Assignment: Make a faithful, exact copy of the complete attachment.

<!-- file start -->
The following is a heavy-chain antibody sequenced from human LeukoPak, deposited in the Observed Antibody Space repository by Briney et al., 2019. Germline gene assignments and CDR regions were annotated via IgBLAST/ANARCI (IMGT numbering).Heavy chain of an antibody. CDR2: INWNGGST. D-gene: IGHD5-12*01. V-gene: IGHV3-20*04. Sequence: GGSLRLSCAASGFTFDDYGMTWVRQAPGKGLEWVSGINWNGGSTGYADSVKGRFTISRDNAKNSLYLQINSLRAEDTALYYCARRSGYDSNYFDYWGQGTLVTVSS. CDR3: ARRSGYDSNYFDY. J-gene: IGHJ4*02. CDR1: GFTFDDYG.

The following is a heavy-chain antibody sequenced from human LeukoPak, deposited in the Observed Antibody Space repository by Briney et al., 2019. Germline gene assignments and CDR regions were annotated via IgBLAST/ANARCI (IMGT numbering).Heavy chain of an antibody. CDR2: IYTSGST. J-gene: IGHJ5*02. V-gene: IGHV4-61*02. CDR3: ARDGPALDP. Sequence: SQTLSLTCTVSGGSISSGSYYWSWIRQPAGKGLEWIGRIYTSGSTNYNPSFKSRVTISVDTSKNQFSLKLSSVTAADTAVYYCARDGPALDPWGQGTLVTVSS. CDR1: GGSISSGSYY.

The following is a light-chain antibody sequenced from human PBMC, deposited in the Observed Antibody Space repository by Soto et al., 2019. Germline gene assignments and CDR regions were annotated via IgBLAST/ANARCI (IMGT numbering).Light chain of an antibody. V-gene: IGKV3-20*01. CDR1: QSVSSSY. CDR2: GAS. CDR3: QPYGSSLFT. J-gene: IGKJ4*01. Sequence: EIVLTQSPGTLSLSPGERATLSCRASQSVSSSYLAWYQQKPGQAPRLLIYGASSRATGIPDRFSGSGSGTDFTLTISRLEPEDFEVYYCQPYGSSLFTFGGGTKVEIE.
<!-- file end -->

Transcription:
The following is a heavy-chain antibody sequenced from human LeukoPak, deposited in the Observed Antibody Space repository by Briney et al., 2019. Germline gene assignments and CDR regions were annotated via IgBLAST/ANARCI (IMGT numbering).Heavy chain of an antibody. CDR2: INWNGGST. D-gene: IGHD5-12*01. V-gene: IGHV3-20*04. Sequence: GGSLRLSCAASGFTFDDYGMTWVRQAPGKGLEWVSGINWNGGSTGYADSVKGRFTISRDNAKNSLYLQINSLRAEDTALYYCARRSGYDSNYFDYWGQGTLVTVSS. CDR3: ARRSGYDSNYFDY. J-gene: IGHJ4*02. CDR1: GFTFDDYG.

The following is a heavy-chain antibody sequenced from human LeukoPak, deposited in the Observed Antibody Space repository by Briney et al., 2019. Germline gene assignments and CDR regions were annotated via IgBLAST/ANARCI (IMGT numbering).Heavy chain of an antibody. CDR2: IYTSGST. J-gene: IGHJ5*02. V-gene: IGHV4-61*02. CDR3: ARDGPALDP. Sequence: SQTLSLTCTVSGGSISSGSYYWSWIRQPAGKGLEWIGRIYTSGSTNYNPSFKSRVTISVDTSKNQFSLKLSSVTAADTAVYYCARDGPALDPWGQGTLVTVSS. CDR1: GGSISSGSYY.

The following is a light-chain antibody sequenced from human PBMC, deposited in the Observed Antibody Space repository by Soto et al., 2019. Germline gene assignments and CDR regions were annotated via IgBLAST/ANARCI (IMGT numbering).Light chain of an antibody. V-gene: IGKV3-20*01. CDR1: QSVSSSY. CDR2: GAS. CDR3: QPYGSSLFT. J-gene: IGKJ4*01. Sequence: EIVLTQSPGTLSLSPGERATLSCRASQSVSSSYLAWYQQKPGQAPRLLIYGASSRATGIPDRFSGSGSGTDFTLTISRLEPEDFEVYYCQPYGSSLFTFGGGTKVEIE.